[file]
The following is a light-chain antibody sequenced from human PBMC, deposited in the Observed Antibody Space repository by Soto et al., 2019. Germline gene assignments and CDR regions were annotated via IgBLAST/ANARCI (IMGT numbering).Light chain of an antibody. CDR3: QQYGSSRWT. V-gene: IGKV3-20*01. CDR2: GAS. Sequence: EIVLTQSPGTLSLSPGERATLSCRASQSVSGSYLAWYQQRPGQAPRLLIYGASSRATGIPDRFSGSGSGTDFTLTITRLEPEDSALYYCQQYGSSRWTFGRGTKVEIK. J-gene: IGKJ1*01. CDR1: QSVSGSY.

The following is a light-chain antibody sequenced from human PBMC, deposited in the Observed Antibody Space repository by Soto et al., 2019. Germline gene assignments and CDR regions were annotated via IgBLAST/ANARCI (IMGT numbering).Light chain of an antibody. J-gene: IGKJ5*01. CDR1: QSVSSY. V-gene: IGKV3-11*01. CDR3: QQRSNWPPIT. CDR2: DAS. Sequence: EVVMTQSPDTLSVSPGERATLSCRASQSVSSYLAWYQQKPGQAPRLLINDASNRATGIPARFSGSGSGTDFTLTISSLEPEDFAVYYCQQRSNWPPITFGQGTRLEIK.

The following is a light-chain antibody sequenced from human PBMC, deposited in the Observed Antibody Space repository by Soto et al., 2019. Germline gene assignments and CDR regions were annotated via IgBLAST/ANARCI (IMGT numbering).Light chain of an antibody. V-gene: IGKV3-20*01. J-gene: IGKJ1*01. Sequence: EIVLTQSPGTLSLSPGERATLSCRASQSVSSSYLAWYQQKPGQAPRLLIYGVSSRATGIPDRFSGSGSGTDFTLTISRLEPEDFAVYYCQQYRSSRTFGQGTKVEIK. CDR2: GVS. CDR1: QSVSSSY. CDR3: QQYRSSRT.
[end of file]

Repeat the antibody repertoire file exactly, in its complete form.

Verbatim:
The following is a light-chain antibody sequenced from human PBMC, deposited in the Observed Antibody Space repository by Soto et al., 2019. Germline gene assignments and CDR regions were annotated via IgBLAST/ANARCI (IMGT numbering).Light chain of an antibody. CDR3: QQYGSSRWT. V-gene: IGKV3-20*01. CDR2: GAS. Sequence: EIVLTQSPGTLSLSPGERATLSCRASQSVSGSYLAWYQQRPGQAPRLLIYGASSRATGIPDRFSGSGSGTDFTLTITRLEPEDSALYYCQQYGSSRWTFGRGTKVEIK. J-gene: IGKJ1*01. CDR1: QSVSGSY.

The following is a light-chain antibody sequenced from human PBMC, deposited in the Observed Antibody Space repository by Soto et al., 2019. Germline gene assignments and CDR regions were annotated via IgBLAST/ANARCI (IMGT numbering).Light chain of an antibody. J-gene: IGKJ5*01. CDR1: QSVSSY. V-gene: IGKV3-11*01. CDR3: QQRSNWPPIT. CDR2: DAS. Sequence: EVVMTQSPDTLSVSPGERATLSCRASQSVSSYLAWYQQKPGQAPRLLINDASNRATGIPARFSGSGSGTDFTLTISSLEPEDFAVYYCQQRSNWPPITFGQGTRLEIK.

The following is a light-chain antibody sequenced from human PBMC, deposited in the Observed Antibody Space repository by Soto et al., 2019. Germline gene assignments and CDR regions were annotated via IgBLAST/ANARCI (IMGT numbering).Light chain of an antibody. V-gene: IGKV3-20*01. J-gene: IGKJ1*01. Sequence: EIVLTQSPGTLSLSPGERATLSCRASQSVSSSYLAWYQQKPGQAPRLLIYGVSSRATGIPDRFSGSGSGTDFTLTISRLEPEDFAVYYCQQYRSSRTFGQGTKVEIK. CDR2: GVS. CDR1: QSVSSSY. CDR3: QQYRSSRT.